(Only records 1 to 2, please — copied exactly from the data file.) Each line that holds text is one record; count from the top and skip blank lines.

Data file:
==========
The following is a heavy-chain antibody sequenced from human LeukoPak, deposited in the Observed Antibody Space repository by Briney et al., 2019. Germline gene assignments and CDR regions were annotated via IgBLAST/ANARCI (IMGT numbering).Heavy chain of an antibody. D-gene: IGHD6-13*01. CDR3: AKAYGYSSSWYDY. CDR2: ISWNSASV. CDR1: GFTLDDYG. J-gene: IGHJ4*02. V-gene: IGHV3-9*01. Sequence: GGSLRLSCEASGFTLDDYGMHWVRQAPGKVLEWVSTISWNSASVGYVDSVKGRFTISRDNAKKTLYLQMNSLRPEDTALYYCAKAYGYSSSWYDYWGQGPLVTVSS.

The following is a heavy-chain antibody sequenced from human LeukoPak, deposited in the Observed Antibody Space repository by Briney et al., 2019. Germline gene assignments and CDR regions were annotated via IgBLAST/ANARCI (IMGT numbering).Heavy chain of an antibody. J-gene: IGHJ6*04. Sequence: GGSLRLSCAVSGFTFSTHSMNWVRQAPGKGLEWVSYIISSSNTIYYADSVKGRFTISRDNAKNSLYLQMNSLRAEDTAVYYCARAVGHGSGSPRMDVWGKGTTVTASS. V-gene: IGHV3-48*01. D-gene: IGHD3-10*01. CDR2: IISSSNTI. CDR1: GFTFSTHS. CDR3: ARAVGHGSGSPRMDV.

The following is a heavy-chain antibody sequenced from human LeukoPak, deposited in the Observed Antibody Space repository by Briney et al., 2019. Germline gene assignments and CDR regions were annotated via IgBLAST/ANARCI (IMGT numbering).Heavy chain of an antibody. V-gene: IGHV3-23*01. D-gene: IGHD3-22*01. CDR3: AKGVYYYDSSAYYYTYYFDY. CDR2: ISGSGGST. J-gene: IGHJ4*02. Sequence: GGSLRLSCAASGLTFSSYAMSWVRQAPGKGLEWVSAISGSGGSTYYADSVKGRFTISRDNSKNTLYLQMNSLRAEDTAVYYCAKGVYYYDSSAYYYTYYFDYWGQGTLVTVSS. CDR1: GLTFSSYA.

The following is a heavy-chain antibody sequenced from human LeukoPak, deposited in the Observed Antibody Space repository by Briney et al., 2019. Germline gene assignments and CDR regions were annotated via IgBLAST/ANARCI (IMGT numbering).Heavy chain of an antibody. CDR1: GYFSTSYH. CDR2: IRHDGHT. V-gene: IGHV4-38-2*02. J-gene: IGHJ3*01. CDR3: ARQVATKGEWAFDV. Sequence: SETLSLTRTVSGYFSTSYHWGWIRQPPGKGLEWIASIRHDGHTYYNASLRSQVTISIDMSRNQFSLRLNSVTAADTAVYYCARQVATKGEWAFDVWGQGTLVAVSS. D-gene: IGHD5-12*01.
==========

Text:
The following is a heavy-chain antibody sequenced from human LeukoPak, deposited in the Observed Antibody Space repository by Briney et al., 2019. Germline gene assignments and CDR regions were annotated via IgBLAST/ANARCI (IMGT numbering).Heavy chain of an antibody. D-gene: IGHD6-13*01. CDR3: AKAYGYSSSWYDY. CDR2: ISWNSASV. CDR1: GFTLDDYG. J-gene: IGHJ4*02. V-gene: IGHV3-9*01. Sequence: GGSLRLSCEASGFTLDDYGMHWVRQAPGKVLEWVSTISWNSASVGYVDSVKGRFTISRDNAKKTLYLQMNSLRPEDTALYYCAKAYGYSSSWYDYWGQGPLVTVSS.

The following is a heavy-chain antibody sequenced from human LeukoPak, deposited in the Observed Antibody Space repository by Briney et al., 2019. Germline gene assignments and CDR regions were annotated via IgBLAST/ANARCI (IMGT numbering).Heavy chain of an antibody. J-gene: IGHJ6*04. Sequence: GGSLRLSCAVSGFTFSTHSMNWVRQAPGKGLEWVSYIISSSNTIYYADSVKGRFTISRDNAKNSLYLQMNSLRAEDTAVYYCARAVGHGSGSPRMDVWGKGTTVTASS. V-gene: IGHV3-48*01. D-gene: IGHD3-10*01. CDR2: IISSSNTI. CDR1: GFTFSTHS. CDR3: ARAVGHGSGSPRMDV.